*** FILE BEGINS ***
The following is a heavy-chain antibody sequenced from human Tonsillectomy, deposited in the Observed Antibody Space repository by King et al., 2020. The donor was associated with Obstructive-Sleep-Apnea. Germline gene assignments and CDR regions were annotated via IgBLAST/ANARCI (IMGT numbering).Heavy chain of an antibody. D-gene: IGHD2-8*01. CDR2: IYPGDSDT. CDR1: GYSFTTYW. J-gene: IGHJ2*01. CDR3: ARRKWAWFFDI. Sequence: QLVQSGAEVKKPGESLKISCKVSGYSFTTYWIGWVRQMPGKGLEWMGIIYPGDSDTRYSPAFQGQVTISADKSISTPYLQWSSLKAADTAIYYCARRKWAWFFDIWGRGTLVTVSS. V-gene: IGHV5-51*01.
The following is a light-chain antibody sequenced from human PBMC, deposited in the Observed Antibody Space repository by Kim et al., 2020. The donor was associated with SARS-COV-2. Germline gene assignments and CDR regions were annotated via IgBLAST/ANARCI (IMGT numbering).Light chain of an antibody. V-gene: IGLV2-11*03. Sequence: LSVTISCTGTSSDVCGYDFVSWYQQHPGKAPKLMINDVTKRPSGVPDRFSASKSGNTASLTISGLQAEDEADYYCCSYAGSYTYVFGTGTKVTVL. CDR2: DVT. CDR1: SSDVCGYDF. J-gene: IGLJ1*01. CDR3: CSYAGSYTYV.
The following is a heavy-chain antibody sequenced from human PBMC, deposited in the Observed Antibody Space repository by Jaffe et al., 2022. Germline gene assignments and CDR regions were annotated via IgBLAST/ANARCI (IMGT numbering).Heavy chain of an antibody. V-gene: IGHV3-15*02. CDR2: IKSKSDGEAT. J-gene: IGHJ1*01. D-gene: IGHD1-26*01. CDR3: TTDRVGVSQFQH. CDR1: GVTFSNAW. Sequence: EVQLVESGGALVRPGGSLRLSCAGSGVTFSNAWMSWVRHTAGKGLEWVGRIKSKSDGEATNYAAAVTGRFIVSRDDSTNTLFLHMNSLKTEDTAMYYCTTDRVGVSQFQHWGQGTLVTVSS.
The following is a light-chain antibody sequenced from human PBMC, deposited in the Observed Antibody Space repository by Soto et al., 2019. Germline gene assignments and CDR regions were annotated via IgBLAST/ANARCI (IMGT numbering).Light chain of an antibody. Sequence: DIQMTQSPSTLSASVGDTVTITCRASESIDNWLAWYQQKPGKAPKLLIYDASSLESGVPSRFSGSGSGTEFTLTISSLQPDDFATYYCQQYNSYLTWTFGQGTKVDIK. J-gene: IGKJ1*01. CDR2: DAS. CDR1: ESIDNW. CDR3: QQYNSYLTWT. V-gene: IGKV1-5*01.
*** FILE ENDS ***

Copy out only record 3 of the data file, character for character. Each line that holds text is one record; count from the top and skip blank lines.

The following is a heavy-chain antibody sequenced from human PBMC, deposited in the Observed Antibody Space repository by Jaffe et al., 2022. Germline gene assignments and CDR regions were annotated via IgBLAST/ANARCI (IMGT numbering).Heavy chain of an antibody. V-gene: IGHV3-15*02. CDR2: IKSKSDGEAT. J-gene: IGHJ1*01. D-gene: IGHD1-26*01. CDR3: TTDRVGVSQFQH. CDR1: GVTFSNAW. Sequence: EVQLVESGGALVRPGGSLRLSCAGSGVTFSNAWMSWVRHTAGKGLEWVGRIKSKSDGEATNYAAAVTGRFIVSRDDSTNTLFLHMNSLKTEDTAMYYCTTDRVGVSQFQHWGQGTLVTVSS.